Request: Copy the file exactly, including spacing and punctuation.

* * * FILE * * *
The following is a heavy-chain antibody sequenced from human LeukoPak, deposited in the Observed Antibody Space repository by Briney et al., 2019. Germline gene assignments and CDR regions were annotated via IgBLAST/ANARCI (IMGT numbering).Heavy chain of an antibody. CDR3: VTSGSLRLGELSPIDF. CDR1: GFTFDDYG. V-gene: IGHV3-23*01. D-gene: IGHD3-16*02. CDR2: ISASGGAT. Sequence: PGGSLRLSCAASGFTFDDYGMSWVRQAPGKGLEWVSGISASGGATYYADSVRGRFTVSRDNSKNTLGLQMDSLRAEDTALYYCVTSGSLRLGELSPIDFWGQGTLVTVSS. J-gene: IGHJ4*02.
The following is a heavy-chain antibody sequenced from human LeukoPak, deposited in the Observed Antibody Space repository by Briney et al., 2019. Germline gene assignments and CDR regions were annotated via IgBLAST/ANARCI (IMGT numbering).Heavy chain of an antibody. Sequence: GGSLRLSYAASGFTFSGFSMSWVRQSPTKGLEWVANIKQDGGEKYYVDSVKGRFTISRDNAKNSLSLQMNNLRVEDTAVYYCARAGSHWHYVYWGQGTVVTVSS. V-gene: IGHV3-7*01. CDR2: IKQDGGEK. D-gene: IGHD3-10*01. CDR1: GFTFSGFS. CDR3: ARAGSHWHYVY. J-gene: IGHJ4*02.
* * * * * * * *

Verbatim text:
The following is a heavy-chain antibody sequenced from human LeukoPak, deposited in the Observed Antibody Space repository by Briney et al., 2019. Germline gene assignments and CDR regions were annotated via IgBLAST/ANARCI (IMGT numbering).Heavy chain of an antibody. CDR3: VTSGSLRLGELSPIDF. CDR1: GFTFDDYG. V-gene: IGHV3-23*01. D-gene: IGHD3-16*02. CDR2: ISASGGAT. Sequence: PGGSLRLSCAASGFTFDDYGMSWVRQAPGKGLEWVSGISASGGATYYADSVRGRFTVSRDNSKNTLGLQMDSLRAEDTALYYCVTSGSLRLGELSPIDFWGQGTLVTVSS. J-gene: IGHJ4*02.
The following is a heavy-chain antibody sequenced from human LeukoPak, deposited in the Observed Antibody Space repository by Briney et al., 2019. Germline gene assignments and CDR regions were annotated via IgBLAST/ANARCI (IMGT numbering).Heavy chain of an antibody. Sequence: GGSLRLSYAASGFTFSGFSMSWVRQSPTKGLEWVANIKQDGGEKYYVDSVKGRFTISRDNAKNSLSLQMNNLRVEDTAVYYCARAGSHWHYVYWGQGTVVTVSS. V-gene: IGHV3-7*01. CDR2: IKQDGGEK. D-gene: IGHD3-10*01. CDR1: GFTFSGFS. CDR3: ARAGSHWHYVY. J-gene: IGHJ4*02.